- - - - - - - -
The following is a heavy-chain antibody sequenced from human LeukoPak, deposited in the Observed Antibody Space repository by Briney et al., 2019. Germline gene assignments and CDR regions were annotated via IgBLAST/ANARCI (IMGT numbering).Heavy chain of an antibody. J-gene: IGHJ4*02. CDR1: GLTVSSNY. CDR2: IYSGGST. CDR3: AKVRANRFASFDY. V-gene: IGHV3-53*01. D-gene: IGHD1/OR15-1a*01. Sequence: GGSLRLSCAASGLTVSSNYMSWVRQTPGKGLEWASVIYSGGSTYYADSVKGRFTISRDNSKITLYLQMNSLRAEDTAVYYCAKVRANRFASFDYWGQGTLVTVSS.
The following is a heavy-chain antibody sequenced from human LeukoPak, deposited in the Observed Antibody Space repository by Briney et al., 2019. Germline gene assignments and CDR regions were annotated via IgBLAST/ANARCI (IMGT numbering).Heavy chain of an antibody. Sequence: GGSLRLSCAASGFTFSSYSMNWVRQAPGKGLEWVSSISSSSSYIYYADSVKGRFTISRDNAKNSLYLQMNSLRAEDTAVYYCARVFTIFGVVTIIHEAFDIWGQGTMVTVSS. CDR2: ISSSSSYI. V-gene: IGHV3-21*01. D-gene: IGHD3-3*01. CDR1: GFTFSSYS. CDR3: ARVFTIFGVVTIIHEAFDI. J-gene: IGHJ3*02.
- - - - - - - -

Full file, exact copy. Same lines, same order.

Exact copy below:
The following is a heavy-chain antibody sequenced from human LeukoPak, deposited in the Observed Antibody Space repository by Briney et al., 2019. Germline gene assignments and CDR regions were annotated via IgBLAST/ANARCI (IMGT numbering).Heavy chain of an antibody. J-gene: IGHJ4*02. CDR1: GLTVSSNY. CDR2: IYSGGST. CDR3: AKVRANRFASFDY. V-gene: IGHV3-53*01. D-gene: IGHD1/OR15-1a*01. Sequence: GGSLRLSCAASGLTVSSNYMSWVRQTPGKGLEWASVIYSGGSTYYADSVKGRFTISRDNSKITLYLQMNSLRAEDTAVYYCAKVRANRFASFDYWGQGTLVTVSS.
The following is a heavy-chain antibody sequenced from human LeukoPak, deposited in the Observed Antibody Space repository by Briney et al., 2019. Germline gene assignments and CDR regions were annotated via IgBLAST/ANARCI (IMGT numbering).Heavy chain of an antibody. Sequence: GGSLRLSCAASGFTFSSYSMNWVRQAPGKGLEWVSSISSSSSYIYYADSVKGRFTISRDNAKNSLYLQMNSLRAEDTAVYYCARVFTIFGVVTIIHEAFDIWGQGTMVTVSS. CDR2: ISSSSSYI. V-gene: IGHV3-21*01. D-gene: IGHD3-3*01. CDR1: GFTFSSYS. CDR3: ARVFTIFGVVTIIHEAFDI. J-gene: IGHJ3*02.